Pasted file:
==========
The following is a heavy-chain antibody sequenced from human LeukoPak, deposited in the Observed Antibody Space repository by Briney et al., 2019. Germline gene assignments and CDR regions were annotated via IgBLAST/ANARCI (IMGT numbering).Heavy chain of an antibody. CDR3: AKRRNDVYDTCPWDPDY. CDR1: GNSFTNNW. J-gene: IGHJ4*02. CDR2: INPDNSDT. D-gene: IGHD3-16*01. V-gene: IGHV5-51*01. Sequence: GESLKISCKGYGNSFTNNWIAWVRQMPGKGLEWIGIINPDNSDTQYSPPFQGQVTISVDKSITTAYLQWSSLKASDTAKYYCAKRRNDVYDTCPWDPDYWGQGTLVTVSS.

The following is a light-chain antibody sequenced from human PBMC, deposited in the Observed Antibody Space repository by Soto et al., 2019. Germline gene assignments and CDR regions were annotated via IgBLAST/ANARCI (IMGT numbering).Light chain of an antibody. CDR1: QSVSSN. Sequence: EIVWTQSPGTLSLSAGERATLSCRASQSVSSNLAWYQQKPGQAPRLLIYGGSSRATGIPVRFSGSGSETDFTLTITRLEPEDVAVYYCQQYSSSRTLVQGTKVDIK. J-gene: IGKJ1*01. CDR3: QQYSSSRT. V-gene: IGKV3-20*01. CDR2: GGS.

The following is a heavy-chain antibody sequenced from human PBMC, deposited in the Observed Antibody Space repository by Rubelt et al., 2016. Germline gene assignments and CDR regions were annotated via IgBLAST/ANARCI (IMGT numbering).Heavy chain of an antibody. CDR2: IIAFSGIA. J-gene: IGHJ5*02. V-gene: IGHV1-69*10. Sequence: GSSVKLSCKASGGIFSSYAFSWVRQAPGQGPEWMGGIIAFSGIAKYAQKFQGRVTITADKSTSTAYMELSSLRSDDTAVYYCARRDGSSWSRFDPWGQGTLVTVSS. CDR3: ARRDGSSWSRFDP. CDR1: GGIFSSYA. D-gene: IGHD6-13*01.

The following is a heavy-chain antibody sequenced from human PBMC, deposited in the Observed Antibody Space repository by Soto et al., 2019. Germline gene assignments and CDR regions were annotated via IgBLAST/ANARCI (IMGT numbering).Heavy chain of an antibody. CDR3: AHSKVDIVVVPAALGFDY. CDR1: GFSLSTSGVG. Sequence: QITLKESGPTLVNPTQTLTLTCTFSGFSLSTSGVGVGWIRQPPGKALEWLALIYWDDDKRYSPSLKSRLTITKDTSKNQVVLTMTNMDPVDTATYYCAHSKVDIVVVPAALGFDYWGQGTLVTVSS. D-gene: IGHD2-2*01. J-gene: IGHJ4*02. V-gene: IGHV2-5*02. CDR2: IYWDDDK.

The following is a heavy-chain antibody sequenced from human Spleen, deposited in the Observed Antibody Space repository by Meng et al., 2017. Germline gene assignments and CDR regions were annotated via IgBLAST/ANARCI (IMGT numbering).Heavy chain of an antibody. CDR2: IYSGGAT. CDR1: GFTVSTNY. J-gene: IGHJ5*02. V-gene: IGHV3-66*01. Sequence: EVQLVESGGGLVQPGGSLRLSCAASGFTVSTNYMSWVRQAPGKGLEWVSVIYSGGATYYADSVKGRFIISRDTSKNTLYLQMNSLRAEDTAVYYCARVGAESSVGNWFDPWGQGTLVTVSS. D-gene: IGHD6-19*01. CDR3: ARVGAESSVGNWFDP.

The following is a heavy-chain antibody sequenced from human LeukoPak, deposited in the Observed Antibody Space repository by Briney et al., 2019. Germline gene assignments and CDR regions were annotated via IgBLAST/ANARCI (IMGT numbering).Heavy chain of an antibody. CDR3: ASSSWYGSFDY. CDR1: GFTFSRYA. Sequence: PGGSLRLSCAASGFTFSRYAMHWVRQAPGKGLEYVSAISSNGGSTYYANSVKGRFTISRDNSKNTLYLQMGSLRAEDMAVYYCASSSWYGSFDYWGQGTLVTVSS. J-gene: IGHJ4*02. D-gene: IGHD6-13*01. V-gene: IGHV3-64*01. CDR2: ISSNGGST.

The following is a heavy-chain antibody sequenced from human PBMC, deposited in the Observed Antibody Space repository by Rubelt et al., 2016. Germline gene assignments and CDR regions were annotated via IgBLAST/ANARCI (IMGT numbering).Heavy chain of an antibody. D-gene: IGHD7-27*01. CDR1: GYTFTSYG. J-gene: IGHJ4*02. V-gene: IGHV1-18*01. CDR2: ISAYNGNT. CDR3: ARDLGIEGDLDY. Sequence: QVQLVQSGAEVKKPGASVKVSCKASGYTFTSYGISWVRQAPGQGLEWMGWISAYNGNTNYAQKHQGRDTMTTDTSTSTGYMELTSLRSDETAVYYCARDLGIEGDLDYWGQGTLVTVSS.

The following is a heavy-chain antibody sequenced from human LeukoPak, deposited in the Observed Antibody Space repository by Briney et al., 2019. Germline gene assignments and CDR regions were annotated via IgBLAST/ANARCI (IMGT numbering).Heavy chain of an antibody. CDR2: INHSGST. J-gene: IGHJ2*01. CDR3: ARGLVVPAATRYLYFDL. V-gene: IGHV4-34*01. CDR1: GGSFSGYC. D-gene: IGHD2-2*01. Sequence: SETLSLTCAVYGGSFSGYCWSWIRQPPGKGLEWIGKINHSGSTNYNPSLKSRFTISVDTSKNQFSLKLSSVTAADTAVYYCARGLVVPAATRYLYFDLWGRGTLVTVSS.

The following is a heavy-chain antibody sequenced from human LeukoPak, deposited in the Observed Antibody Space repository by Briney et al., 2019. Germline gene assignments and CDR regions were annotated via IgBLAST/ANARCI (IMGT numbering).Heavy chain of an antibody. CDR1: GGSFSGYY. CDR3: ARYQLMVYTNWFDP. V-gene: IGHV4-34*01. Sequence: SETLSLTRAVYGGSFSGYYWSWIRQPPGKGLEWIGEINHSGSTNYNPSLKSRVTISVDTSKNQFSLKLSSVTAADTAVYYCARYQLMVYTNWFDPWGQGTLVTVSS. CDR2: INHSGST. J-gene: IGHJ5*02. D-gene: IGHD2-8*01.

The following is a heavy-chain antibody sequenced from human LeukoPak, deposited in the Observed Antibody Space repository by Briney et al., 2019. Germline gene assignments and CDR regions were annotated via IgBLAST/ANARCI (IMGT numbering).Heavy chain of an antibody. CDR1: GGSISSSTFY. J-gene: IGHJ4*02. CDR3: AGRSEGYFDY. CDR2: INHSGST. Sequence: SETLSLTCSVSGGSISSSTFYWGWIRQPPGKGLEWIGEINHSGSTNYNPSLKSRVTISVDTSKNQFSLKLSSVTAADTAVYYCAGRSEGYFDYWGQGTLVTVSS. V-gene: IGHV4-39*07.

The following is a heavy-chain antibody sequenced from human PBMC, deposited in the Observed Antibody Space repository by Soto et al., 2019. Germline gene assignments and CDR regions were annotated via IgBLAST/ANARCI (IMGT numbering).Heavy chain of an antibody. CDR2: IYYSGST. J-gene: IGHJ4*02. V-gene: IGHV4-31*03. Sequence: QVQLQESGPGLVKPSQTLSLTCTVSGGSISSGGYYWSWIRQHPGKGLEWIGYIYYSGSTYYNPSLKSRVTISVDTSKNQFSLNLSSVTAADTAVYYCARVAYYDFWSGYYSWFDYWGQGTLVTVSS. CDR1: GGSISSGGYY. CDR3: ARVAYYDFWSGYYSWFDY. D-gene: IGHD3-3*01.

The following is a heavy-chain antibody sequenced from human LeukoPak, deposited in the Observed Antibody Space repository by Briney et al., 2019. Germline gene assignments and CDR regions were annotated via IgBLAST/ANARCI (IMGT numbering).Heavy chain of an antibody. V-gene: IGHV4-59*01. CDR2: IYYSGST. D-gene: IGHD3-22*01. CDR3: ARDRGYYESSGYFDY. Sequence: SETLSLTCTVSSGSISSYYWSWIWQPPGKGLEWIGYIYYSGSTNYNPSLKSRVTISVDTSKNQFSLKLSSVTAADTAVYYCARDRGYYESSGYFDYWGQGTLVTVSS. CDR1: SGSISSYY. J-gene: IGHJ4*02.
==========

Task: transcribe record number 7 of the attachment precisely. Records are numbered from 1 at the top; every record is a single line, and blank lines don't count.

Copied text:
The following is a heavy-chain antibody sequenced from human PBMC, deposited in the Observed Antibody Space repository by Rubelt et al., 2016. Germline gene assignments and CDR regions were annotated via IgBLAST/ANARCI (IMGT numbering).Heavy chain of an antibody. D-gene: IGHD7-27*01. CDR1: GYTFTSYG. J-gene: IGHJ4*02. V-gene: IGHV1-18*01. CDR2: ISAYNGNT. CDR3: ARDLGIEGDLDY. Sequence: QVQLVQSGAEVKKPGASVKVSCKASGYTFTSYGISWVRQAPGQGLEWMGWISAYNGNTNYAQKHQGRDTMTTDTSTSTGYMELTSLRSDETAVYYCARDLGIEGDLDYWGQGTLVTVSS.